Summer sights include ‘cute’ fox cubs

Margaret Savage's picture of a fox cub in her garden, below, tawny owl spotted by Amy Morgan and Stephen Tomlinson (s).

Margaret Savage's picture of a fox cub in her garden, below, tawny owl spotted by Amy Morgan and Stephen Tomlinson (s).

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Wildlife can’t really be described as cute, but owl chicks, and fox cubs in the garden have prompted several reader photographs. By Nigel Heptinstall.

Sightings

A cuddly tawny owl chick from Steve Tomlinson ()S)

A cuddly tawny owl chick from Steve Tomlinson ()S)

I’ve had a tawny owl photo sent me by Amy Morgan and Stephen Tomlinson. Amy’s was taken near her Spofforth home whilst Stephen took his in Hookstone Woods, Harrogate. Sorry, Amy, but I have chosen Stephen’s photo because his tawny owl chick looked so cute (no American accent intended).

I wrote recently about a red-legged partridge in Neil Anderson’s garden in deepest Bilton, Harrogate. Brian Atter wonders if it is the same bird he saw in Oakdale glen some time ago.

Neil’s bird probably has crossed the River Nidd from the Mountgarret estate whilst Brian’s is likely to have been released in the Oak Beck valley somewhere. Richard Yeoman tells me: “My daughter runs a dog walking business and one of her customers lives in Dunkeswick. During the last weekend in April I had to drive out there and whilst I was out at the house I spotted a couple of goldfinches on one of the feeders - seems these people get a lot of visitors and they feed them well.”

Margaret Savage writes:“This little chap was taking advantage of our cats’ outdoor water bowl.”

I seem to be doing cute this week and they don’t get much cuter than fox cubs, do they? I guess I shouldn’t really categorise wildlife as cute, should I?

At RSPB Fairburn Ings recently. Little stints and the avocets have successfully bred.

Hawthorn

Have you noticed a couple of interesting things about this summer?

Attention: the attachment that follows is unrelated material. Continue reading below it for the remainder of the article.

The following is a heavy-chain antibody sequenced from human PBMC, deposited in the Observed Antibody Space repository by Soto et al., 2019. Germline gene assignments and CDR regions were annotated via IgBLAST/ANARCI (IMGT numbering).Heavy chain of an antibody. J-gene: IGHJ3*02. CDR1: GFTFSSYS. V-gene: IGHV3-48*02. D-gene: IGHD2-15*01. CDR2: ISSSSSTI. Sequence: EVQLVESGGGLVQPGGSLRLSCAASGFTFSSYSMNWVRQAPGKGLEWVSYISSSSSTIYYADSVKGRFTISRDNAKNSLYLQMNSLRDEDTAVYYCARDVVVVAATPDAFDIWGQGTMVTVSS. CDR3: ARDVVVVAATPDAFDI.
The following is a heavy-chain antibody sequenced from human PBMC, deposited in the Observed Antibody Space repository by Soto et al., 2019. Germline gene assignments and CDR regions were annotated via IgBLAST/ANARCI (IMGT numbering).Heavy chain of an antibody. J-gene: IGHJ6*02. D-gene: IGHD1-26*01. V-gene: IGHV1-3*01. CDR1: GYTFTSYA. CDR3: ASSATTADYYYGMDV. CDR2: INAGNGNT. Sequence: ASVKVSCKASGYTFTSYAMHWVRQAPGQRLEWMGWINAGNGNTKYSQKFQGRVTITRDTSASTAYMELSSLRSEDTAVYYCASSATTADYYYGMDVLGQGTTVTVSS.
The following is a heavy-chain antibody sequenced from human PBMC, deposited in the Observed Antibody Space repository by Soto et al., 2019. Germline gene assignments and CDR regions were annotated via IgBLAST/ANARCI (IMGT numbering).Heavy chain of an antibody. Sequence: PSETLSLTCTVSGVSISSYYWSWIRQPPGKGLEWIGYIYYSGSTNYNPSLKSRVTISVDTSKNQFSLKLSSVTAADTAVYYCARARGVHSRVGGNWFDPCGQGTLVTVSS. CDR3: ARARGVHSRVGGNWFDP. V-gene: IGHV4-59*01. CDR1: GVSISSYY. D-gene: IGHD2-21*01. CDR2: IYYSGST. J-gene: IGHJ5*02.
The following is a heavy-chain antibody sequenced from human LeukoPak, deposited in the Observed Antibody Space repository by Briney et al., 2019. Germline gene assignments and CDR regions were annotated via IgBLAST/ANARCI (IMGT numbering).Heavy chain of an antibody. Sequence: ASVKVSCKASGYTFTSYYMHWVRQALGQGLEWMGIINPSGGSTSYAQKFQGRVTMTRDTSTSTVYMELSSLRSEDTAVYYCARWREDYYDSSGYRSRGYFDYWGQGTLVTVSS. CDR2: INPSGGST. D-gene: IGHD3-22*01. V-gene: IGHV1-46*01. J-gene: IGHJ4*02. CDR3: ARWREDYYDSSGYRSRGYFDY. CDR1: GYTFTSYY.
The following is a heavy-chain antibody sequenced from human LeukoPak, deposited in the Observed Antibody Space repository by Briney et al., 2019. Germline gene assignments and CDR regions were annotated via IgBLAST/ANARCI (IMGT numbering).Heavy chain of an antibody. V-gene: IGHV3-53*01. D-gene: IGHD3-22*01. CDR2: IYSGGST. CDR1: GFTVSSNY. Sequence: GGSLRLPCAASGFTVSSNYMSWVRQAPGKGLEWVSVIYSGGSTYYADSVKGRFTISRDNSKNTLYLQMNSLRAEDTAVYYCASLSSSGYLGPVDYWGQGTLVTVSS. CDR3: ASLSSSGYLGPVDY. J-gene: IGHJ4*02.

The quantity of hawthorn blossom and the buttercups are both in my opinion better than normal. The farmers I suspect don’t like buttercups because some animals don’t eat them, but come winter I’m sure that the visiting thrushes will love a big crop of hawthorn berries to feast on.

Hawthorn is such a common bush and therefore probably goes without need to describe, Culpeper certainly thought so: “It is not my intent to trouble you with a description of this tree, which is so well known that it needs none.”

He tells us that “the berries, or the seeds in the berries beaten to a powder and drunk in wine are held singular good against the stone, and are good for the dropsy. The distilled waters of the flowers stays the lask.”

A search of the internet reveals “Lask n. A diarrhea or flux. [Obs.]”, so there you have it. The hawthorn is also known as quick thorn or May tree and the latter name is what is probably referred to in the old saying “Ne’er cast a clout till May be out.” referring of course to the blossom rather than the month.

Buttercups (Ranunculus)

These despite those lovely golden yellow flowers are considered extremely toxic and can cause blisters in the digestive tract, which may cause bloody diarrhoea. Buttercup may transmit its toxins through brief contact with skin and was previously used to treat skin abscesses. However, buttercup has not been used as an alternative medicine in nearly a century because of its extreme toxicity. I’ve never experienced any problems touching buttercups and I’m equally sure most kids and their parents, who have ever tested for butter fondness have ever done so but this does perhaps reveal why animals shun them. Culpeper refers to buttercups as crowfoot and warns against taking it orally. He does suggest however mixing it with a little mustard for use on blisters.

It seems that all Ranunculus species are poisonous when eaten fresh by cattle, horses, and other livestock, but their acrid taste and the blistering of the mouth caused by their poison means they are usually left uneaten.

Bug Photography Competition

Buglife have launched their first photography competition. There are some great prizes on offer, including a bespoke bug walk and macro photography experience for up to 10 people. The competition closes on September 30. Just visit www.buglife.org.uk/bugphotography for more details on how to enter. There are three age categories: eight years and under, nine to 15 years, Adults (16 years and over).